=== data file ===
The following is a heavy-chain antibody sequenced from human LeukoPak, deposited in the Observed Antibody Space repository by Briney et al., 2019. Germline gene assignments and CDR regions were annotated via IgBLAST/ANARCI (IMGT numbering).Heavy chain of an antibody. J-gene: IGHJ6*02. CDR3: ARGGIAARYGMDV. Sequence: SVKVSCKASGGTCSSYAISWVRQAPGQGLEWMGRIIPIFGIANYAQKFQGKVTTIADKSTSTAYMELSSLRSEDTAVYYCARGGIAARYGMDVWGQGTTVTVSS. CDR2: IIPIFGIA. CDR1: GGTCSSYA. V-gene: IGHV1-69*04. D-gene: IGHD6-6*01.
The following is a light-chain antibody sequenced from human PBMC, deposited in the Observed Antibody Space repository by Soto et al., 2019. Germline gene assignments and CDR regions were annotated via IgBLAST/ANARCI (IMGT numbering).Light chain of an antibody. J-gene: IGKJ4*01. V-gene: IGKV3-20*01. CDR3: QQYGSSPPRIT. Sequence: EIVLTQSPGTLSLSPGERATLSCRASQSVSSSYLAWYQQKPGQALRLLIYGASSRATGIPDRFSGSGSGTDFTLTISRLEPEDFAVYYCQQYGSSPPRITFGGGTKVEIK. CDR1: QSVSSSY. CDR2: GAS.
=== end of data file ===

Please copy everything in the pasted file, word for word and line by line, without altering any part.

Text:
The following is a heavy-chain antibody sequenced from human LeukoPak, deposited in the Observed Antibody Space repository by Briney et al., 2019. Germline gene assignments and CDR regions were annotated via IgBLAST/ANARCI (IMGT numbering).Heavy chain of an antibody. J-gene: IGHJ6*02. CDR3: ARGGIAARYGMDV. Sequence: SVKVSCKASGGTCSSYAISWVRQAPGQGLEWMGRIIPIFGIANYAQKFQGKVTTIADKSTSTAYMELSSLRSEDTAVYYCARGGIAARYGMDVWGQGTTVTVSS. CDR2: IIPIFGIA. CDR1: GGTCSSYA. V-gene: IGHV1-69*04. D-gene: IGHD6-6*01.
The following is a light-chain antibody sequenced from human PBMC, deposited in the Observed Antibody Space repository by Soto et al., 2019. Germline gene assignments and CDR regions were annotated via IgBLAST/ANARCI (IMGT numbering).Light chain of an antibody. J-gene: IGKJ4*01. V-gene: IGKV3-20*01. CDR3: QQYGSSPPRIT. Sequence: EIVLTQSPGTLSLSPGERATLSCRASQSVSSSYLAWYQQKPGQALRLLIYGASSRATGIPDRFSGSGSGTDFTLTISRLEPEDFAVYYCQQYGSSPPRITFGGGTKVEIK. CDR1: QSVSSSY. CDR2: GAS.